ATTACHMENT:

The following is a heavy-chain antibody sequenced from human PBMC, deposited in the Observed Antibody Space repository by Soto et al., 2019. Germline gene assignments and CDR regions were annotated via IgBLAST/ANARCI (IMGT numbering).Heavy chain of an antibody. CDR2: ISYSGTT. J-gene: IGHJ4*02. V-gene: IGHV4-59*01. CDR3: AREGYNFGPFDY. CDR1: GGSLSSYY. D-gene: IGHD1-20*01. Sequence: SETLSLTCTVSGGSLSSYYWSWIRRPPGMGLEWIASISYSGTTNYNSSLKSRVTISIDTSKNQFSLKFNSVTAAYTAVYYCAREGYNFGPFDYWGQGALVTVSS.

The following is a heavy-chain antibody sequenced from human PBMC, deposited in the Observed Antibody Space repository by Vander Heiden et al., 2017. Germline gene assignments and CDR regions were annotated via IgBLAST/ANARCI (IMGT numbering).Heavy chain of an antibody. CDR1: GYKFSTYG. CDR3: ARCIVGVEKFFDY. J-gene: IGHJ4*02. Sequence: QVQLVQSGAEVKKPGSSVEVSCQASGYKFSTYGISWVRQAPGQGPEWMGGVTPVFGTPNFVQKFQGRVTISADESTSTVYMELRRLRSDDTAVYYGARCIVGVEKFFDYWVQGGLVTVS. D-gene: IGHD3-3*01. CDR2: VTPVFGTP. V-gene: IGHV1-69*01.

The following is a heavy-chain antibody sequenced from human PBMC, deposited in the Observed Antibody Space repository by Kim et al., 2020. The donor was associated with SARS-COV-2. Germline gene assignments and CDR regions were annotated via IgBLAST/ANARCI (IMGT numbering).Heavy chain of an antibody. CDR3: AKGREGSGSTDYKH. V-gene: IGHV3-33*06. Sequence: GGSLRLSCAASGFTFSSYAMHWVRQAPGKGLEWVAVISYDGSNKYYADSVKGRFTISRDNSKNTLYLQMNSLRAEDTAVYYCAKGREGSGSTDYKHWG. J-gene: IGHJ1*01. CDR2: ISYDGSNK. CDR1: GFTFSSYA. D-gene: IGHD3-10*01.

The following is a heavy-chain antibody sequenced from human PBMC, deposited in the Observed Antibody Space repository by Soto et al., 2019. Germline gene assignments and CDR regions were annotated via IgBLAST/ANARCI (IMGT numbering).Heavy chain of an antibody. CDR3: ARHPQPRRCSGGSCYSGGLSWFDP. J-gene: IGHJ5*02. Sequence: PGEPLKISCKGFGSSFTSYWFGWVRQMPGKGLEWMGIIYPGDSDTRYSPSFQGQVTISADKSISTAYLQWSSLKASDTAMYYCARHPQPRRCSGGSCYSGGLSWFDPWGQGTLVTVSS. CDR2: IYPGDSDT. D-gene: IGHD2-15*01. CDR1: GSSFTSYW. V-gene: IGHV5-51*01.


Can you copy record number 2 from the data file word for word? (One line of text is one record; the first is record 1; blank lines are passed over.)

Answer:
The following is a heavy-chain antibody sequenced from human PBMC, deposited in the Observed Antibody Space repository by Vander Heiden et al., 2017. Germline gene assignments and CDR regions were annotated via IgBLAST/ANARCI (IMGT numbering).Heavy chain of an antibody. CDR1: GYKFSTYG. CDR3: ARCIVGVEKFFDY. J-gene: IGHJ4*02. Sequence: QVQLVQSGAEVKKPGSSVEVSCQASGYKFSTYGISWVRQAPGQGPEWMGGVTPVFGTPNFVQKFQGRVTISADESTSTVYMELRRLRSDDTAVYYGARCIVGVEKFFDYWVQGGLVTVS. D-gene: IGHD3-3*01. CDR2: VTPVFGTP. V-gene: IGHV1-69*01.